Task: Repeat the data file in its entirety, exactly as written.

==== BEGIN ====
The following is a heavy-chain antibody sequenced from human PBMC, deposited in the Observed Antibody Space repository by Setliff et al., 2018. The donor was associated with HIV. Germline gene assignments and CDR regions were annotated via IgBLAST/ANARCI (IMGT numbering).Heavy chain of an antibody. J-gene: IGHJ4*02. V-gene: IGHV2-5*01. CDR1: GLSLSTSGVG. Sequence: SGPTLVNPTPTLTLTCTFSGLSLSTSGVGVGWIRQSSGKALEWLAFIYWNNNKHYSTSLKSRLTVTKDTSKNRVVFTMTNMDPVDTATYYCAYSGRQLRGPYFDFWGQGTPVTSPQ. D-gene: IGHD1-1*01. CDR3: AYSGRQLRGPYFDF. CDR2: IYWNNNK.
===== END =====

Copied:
The following is a heavy-chain antibody sequenced from human PBMC, deposited in the Observed Antibody Space repository by Setliff et al., 2018. The donor was associated with HIV. Germline gene assignments and CDR regions were annotated via IgBLAST/ANARCI (IMGT numbering).Heavy chain of an antibody. J-gene: IGHJ4*02. V-gene: IGHV2-5*01. CDR1: GLSLSTSGVG. Sequence: SGPTLVNPTPTLTLTCTFSGLSLSTSGVGVGWIRQSSGKALEWLAFIYWNNNKHYSTSLKSRLTVTKDTSKNRVVFTMTNMDPVDTATYYCAYSGRQLRGPYFDFWGQGTPVTSPQ. D-gene: IGHD1-1*01. CDR3: AYSGRQLRGPYFDF. CDR2: IYWNNNK.